On the other hand, there are plenty of good reasons not to buy the priciest house in a given neighborhood. Here are a few to think about.

1. Trouble with resale

If you buy the most expensive home in town, you may have trouble finding a buyer once the time comes for you to sell. Often, homeowners buy property thinking they'll live there forever, but that may not end up being the case. You could get a new job in a different state or end up moving for reasons relating to climate or family. At that point, you'll need to find a buyer who's willing to purchase a home that may not increase in resale value -- and that's not necessarily an easy thing to do.

In fact, that leads to a related point: If you buy the most expensive home in the area, its resale value may not increase by the time you sell it. And depending on how circumstances shake out, you may end up selling that home for less than what you paid for it. Keep this risk in the back of your mind as you make your decision.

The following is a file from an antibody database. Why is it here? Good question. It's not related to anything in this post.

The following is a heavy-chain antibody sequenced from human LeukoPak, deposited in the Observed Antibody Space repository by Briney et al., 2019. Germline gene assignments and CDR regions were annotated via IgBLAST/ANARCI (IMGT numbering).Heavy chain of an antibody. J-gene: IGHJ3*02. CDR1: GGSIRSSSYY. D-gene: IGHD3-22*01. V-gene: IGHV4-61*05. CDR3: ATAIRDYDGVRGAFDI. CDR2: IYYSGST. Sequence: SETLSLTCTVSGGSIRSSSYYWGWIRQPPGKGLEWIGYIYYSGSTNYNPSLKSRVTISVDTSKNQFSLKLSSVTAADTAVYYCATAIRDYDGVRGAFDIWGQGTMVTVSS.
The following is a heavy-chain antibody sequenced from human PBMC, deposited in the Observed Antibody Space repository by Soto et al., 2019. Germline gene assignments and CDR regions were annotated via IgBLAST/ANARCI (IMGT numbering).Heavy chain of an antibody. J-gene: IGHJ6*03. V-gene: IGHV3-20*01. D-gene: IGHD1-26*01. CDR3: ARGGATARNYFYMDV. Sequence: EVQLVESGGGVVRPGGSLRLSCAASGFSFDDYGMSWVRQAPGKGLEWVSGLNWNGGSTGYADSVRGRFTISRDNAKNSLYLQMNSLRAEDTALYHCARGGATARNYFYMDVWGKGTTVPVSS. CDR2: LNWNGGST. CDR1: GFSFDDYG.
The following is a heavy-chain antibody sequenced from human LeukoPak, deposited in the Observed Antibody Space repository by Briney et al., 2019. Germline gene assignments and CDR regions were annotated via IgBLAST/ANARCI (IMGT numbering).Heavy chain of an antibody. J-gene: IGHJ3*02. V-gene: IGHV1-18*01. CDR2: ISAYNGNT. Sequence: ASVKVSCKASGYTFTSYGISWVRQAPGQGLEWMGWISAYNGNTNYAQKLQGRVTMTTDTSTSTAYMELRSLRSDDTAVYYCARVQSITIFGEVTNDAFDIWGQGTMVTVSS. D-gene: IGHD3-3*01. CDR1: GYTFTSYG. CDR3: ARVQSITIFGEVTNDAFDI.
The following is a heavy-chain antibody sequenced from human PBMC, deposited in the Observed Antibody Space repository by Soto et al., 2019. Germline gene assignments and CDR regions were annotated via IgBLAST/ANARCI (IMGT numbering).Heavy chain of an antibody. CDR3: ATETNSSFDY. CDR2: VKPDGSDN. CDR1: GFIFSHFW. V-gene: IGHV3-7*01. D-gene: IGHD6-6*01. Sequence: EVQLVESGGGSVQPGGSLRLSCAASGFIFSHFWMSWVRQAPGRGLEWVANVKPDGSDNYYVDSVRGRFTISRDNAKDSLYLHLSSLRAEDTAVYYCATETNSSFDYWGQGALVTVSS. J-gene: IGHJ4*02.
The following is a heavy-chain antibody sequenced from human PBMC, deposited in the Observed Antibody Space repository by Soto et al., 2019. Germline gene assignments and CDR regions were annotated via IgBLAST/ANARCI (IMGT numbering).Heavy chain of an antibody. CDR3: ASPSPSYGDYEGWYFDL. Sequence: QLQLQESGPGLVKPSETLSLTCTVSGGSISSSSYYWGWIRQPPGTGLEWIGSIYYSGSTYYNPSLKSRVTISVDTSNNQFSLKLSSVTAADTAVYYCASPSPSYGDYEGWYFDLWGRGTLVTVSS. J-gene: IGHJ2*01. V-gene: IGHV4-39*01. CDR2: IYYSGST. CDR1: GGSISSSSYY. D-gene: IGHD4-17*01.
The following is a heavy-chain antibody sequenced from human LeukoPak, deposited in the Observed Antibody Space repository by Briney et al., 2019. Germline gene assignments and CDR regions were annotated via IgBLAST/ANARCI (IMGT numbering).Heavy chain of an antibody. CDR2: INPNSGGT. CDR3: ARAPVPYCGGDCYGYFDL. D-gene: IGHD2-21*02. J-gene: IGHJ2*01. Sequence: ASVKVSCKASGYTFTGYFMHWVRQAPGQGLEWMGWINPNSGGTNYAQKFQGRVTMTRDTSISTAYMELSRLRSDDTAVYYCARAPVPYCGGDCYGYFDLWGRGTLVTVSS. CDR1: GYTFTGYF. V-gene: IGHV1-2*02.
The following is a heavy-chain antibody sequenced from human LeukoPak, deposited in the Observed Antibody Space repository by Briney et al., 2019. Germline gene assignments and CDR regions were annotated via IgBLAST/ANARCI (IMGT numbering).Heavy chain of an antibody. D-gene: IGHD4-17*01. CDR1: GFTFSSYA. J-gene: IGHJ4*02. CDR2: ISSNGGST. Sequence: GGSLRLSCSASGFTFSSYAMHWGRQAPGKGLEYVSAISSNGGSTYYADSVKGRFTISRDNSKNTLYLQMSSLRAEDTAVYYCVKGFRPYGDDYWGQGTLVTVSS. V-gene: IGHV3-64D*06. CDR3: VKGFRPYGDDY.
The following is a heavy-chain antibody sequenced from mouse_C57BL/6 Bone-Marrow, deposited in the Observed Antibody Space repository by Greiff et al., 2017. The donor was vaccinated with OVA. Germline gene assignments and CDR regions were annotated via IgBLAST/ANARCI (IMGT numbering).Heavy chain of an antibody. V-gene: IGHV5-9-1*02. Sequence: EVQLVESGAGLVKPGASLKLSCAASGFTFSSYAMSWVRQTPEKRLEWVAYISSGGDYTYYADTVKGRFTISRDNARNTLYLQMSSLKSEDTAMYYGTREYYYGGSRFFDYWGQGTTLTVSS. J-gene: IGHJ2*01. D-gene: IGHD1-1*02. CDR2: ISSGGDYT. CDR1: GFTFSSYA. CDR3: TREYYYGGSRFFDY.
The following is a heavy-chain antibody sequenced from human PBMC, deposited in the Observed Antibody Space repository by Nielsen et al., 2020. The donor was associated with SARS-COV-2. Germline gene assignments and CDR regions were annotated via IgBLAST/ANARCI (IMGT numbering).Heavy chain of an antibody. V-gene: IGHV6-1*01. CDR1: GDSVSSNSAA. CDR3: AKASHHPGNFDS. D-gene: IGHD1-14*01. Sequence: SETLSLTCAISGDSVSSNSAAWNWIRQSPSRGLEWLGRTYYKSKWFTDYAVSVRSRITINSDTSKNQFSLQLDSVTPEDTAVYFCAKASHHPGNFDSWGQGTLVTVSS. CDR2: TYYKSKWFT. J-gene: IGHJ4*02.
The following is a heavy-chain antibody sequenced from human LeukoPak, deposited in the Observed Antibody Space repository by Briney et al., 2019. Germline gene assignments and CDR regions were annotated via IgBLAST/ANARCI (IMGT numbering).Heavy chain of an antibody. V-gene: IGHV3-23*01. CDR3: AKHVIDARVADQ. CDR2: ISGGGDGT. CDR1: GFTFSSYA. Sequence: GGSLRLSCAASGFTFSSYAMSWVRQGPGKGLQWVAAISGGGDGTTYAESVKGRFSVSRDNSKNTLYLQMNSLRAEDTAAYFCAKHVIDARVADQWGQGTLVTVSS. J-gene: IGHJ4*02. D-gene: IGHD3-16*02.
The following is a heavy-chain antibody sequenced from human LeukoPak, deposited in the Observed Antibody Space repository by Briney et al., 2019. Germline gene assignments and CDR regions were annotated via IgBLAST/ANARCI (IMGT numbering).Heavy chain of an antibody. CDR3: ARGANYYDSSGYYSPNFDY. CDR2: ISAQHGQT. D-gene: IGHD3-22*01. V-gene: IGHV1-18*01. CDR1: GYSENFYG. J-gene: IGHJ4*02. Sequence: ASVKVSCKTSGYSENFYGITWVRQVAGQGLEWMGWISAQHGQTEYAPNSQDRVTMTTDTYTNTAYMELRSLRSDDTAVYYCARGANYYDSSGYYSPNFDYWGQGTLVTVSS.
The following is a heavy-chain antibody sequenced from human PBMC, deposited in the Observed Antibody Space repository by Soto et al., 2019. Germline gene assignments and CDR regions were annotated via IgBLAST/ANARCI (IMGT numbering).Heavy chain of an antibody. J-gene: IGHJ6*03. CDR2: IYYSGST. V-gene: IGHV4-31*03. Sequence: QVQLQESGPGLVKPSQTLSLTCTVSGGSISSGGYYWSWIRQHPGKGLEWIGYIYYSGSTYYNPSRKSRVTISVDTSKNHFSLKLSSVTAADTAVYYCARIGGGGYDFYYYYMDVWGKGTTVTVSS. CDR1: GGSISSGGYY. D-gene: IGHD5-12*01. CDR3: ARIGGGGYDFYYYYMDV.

2. The improvements you make may not add value

Buying the most expensive home in the neighborhood might give you a nice space, but that doesn't mean it'll be perfect. Chances are you'll want to make some changes.

But if you make home improvements, you're less likely to increase your home's value in the process. If it's already priced high for the neighborhood, there may not be any more "up" to go. Of course, there’s nothing wrong with putting money into renovations for your own enjoyment -- but if you’re financially motivated to do so, you may not get the results you want.